The New Jersey Cannabis Regulatory Enforcement Assistance and Marketplace Modernization Act (Cannabis Law) provides that employees may be tested for cannabis in the following circumstances:

  1. Upon reasonable suspicion of an employee's usage of a cannabis item while engaged in the performance of the employee's work responsibilities;
  2. Upon finding any observable signs of intoxication, related to the usage of a cannabis item;
  3. Following a work-related accident subject to investigation by the employer;
  4. Randomly; and
  5. As part of a pre-employment screening, or regular screening of current employees to determine use during an employee's prescribed work hours.

Additionally, the Cannabis Law contains restrictions regarding termination, providing that "an employee shall not be subject to any adverse action by an employer solely due to the presence of cannabinoid metabolites in the employee's bodily fluid. "Therefore, in order for an employer to take an adverse action against an employee regarding suspected cannabis use, the employee must actually be impaired at work." As such, as part of the drug testing process, a physical evaluation is required in order to determine an employee's state of impairment. The physical evaluation must be conducted by an individual with a Workplace Impairment Recognition Expert ("WIRE") certification.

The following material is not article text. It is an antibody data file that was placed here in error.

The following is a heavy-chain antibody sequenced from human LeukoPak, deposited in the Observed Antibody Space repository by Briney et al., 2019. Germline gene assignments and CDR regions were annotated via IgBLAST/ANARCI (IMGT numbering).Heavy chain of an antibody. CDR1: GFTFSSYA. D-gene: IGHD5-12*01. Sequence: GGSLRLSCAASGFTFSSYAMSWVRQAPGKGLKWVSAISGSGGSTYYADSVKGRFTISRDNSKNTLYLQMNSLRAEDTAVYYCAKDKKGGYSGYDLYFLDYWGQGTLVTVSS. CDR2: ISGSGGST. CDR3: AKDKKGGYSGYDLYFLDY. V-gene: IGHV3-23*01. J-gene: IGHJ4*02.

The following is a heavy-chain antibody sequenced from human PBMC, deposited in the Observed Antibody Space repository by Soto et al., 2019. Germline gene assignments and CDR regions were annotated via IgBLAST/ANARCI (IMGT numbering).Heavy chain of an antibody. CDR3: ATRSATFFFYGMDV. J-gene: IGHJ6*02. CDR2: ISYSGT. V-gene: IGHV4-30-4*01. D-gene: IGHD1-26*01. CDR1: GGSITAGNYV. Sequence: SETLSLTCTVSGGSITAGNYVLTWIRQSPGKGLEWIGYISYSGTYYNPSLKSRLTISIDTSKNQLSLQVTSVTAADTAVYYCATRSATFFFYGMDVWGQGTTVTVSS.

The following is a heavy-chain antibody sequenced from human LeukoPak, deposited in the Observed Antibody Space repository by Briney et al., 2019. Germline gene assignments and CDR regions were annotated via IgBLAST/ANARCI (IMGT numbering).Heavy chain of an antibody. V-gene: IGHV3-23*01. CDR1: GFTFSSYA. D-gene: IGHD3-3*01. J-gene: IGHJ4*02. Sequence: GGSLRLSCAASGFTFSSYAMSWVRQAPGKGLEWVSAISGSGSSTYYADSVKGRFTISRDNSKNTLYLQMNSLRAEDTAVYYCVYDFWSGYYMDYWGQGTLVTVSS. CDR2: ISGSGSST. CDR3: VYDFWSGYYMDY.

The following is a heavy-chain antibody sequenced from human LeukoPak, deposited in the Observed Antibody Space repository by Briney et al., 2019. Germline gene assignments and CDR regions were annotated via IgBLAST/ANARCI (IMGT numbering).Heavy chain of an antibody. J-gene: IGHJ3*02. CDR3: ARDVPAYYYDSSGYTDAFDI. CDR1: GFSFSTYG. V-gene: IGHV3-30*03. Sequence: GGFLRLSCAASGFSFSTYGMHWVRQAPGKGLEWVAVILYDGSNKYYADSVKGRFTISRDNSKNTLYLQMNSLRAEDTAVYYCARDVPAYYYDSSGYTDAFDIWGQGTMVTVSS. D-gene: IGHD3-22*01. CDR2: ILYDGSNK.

Regulations regarding the standards for the WIRE certification were anticipated, but so far have not been issued. The regulations state only that, "at this time, employers are not required to perform a physical evaluation until the New Jersey Cannabis Regulatory Commission ("CRC") develops the standards for a WIRE certification." However, this is a gray area for employers because even if the physical evaluation requirement is not enforced, the Cannabis Law states, "an employee cannot be subject to an adverse action solely due to the presence of cannabinoid metabolites in the employee's bodily fluid." While no physical evaluation is required until the CRC promulgates related regulations, the provision precluding adverse action based solely on the presence of cannabinoid metabolites appears to still be in effect. Employers with reasonable suspicion and/or post-accident testing policies must document their reasons for concluding an individual might be impaired at work as part of their testing program.

Takeaway: While marijuana testing remains permitted, absent reason to believe an individual may be impaired, an employer cannot take an adverse action based solely on a positive drug test, limiting the usefulness of pre-employment or random drug testing. Until further guidance is issued, employers should proceed carefully in their application of drug-testing policies and are advised to reach out to legal counsel for guidance.

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